As the end of the Great War became a realistic possibility, the Canadian Government knew that it would have to resolve the dilemma of maintaining the memory of the achievements and successes of the Canadian Expeditionary Force. The C.E.F. was a separate structure than the existing Militia, which precluded simply bringing the active service battalions back home with their war service achievements intact. In January of 1918, Major General Sir Willoughby Gwatkin proposed that General William Otter should head up a committee "to consider and report how best, on demobilization, to preserve the identity of battalions and other units, which have fought in France by incorporating them into the Militia: this as far as possible without increase in establishment, without prejudice to the divisional system of organization, and with due regard to services rendered by the Militia both before and during the present war."(1)
The guidelines as described by Gwatkin precluded the option of replacing the existing Militia organization with the C.E.F. divisional structure and its battalions and units. The Reorganization Committee, also known as the Otter Committee (or Commission), spent many months examining the task at hand, holding hearings across the country in the fall of 1919 to obtain the collective opinions of the public, the Militia and members of the C.E.F.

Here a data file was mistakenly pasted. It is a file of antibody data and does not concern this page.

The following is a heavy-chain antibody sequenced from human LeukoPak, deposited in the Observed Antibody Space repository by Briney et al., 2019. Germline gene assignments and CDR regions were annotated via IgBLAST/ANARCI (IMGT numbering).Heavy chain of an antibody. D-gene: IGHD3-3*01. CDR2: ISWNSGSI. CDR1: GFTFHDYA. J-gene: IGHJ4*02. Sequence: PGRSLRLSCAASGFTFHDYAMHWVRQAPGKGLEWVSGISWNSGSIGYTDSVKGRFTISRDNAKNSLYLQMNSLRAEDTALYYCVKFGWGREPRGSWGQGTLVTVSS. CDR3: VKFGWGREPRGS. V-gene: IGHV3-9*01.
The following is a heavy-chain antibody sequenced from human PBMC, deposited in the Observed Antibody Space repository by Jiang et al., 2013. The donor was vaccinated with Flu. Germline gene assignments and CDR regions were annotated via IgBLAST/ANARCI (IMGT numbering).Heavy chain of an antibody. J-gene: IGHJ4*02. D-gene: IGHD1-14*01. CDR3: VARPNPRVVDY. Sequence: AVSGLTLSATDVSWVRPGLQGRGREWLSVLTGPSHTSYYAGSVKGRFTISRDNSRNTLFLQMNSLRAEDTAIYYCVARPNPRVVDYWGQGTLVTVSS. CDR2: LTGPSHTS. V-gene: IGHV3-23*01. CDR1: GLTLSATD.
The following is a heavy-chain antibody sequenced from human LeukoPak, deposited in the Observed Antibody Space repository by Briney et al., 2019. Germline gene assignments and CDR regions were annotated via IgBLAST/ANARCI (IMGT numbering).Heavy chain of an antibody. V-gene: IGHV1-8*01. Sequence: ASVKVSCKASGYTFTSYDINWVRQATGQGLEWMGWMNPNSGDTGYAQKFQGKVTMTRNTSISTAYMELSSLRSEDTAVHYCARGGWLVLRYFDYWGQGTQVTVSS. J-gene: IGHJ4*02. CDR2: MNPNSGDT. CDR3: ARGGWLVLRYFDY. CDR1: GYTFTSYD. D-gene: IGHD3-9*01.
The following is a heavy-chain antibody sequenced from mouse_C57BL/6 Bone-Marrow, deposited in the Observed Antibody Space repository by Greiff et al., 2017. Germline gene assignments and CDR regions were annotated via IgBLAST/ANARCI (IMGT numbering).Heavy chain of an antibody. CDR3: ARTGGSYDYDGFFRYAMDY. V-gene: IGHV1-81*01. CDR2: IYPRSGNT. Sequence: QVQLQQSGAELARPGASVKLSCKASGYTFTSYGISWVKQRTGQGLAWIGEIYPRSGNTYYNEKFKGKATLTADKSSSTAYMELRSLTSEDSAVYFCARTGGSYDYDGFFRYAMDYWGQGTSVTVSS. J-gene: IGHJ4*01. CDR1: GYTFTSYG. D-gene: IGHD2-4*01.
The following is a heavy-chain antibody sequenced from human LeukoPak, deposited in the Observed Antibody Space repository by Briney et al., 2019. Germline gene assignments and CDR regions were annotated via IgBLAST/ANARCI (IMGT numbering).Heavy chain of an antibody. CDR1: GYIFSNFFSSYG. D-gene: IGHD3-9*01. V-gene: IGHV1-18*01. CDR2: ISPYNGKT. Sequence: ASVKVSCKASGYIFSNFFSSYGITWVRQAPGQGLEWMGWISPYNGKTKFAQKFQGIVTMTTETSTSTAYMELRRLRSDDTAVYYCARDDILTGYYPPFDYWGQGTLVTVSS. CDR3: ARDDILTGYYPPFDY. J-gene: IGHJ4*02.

Understandably, contemplation of military organization and preparedness for future wars was not high on the agenda of any of these groups after the long and exhausting experiences of the First World War. Despite the general mood, the units of the Militia contested in many cases the proposals for rights of perpetuation of various C.E.F. battalions. Eventually the clashes were settled, and through a series of decisions and memoranda issued by McNaughton and Gwatkin, the results of the Reorganization Committee, combining the perpetuation of C.E.F Units as well as Militia reorganization, were issued.
The following links show tables compiling the perpetuation of C,E.F. units in the units of the Canadian Militia. Compiled references date from 1932, 1939 and 1964:
(1) Gwatkin to Mewburn, Jan 23, 1918, R.G. 24A, vol. 98, HQC 1937 vol. 2 (as noted in The Canadian General: Sir William Otter, by Desmond Morton, Hakkert, Toronto, 1974)